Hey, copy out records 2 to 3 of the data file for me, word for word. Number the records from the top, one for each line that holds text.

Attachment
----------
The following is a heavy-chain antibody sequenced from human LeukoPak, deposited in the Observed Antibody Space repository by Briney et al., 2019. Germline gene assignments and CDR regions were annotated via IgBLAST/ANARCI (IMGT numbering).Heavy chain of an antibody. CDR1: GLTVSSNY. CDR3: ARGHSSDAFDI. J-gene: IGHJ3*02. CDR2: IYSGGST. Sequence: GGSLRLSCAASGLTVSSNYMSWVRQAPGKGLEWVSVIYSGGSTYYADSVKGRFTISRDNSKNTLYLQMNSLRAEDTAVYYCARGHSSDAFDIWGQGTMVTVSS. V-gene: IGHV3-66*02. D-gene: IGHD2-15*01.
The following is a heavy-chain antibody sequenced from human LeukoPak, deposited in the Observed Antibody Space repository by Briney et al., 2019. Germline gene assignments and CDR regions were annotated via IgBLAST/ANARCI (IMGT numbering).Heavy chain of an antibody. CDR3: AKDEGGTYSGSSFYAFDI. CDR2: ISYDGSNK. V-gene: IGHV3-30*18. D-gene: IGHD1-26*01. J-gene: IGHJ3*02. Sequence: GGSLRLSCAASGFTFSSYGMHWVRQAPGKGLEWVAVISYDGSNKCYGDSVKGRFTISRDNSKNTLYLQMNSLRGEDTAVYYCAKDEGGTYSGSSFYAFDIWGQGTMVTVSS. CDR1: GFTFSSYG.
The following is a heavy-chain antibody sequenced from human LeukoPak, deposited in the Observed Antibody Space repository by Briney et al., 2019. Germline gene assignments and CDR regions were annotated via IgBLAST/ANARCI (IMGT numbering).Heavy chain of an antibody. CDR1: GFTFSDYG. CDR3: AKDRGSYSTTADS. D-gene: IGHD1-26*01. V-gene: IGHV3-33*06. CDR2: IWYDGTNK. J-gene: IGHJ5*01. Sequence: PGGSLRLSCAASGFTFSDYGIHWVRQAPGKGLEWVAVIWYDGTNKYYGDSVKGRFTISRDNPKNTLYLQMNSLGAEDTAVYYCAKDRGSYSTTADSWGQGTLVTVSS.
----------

The following is a heavy-chain antibody sequenced from human LeukoPak, deposited in the Observed Antibody Space repository by Briney et al., 2019. Germline gene assignments and CDR regions were annotated via IgBLAST/ANARCI (IMGT numbering).Heavy chain of an antibody. CDR3: AKDEGGTYSGSSFYAFDI. CDR2: ISYDGSNK. V-gene: IGHV3-30*18. D-gene: IGHD1-26*01. J-gene: IGHJ3*02. Sequence: GGSLRLSCAASGFTFSSYGMHWVRQAPGKGLEWVAVISYDGSNKCYGDSVKGRFTISRDNSKNTLYLQMNSLRGEDTAVYYCAKDEGGTYSGSSFYAFDIWGQGTMVTVSS. CDR1: GFTFSSYG.
The following is a heavy-chain antibody sequenced from human LeukoPak, deposited in the Observed Antibody Space repository by Briney et al., 2019. Germline gene assignments and CDR regions were annotated via IgBLAST/ANARCI (IMGT numbering).Heavy chain of an antibody. CDR1: GFTFSDYG. CDR3: AKDRGSYSTTADS. D-gene: IGHD1-26*01. V-gene: IGHV3-33*06. CDR2: IWYDGTNK. J-gene: IGHJ5*01. Sequence: PGGSLRLSCAASGFTFSDYGIHWVRQAPGKGLEWVAVIWYDGTNKYYGDSVKGRFTISRDNPKNTLYLQMNSLGAEDTAVYYCAKDRGSYSTTADSWGQGTLVTVSS.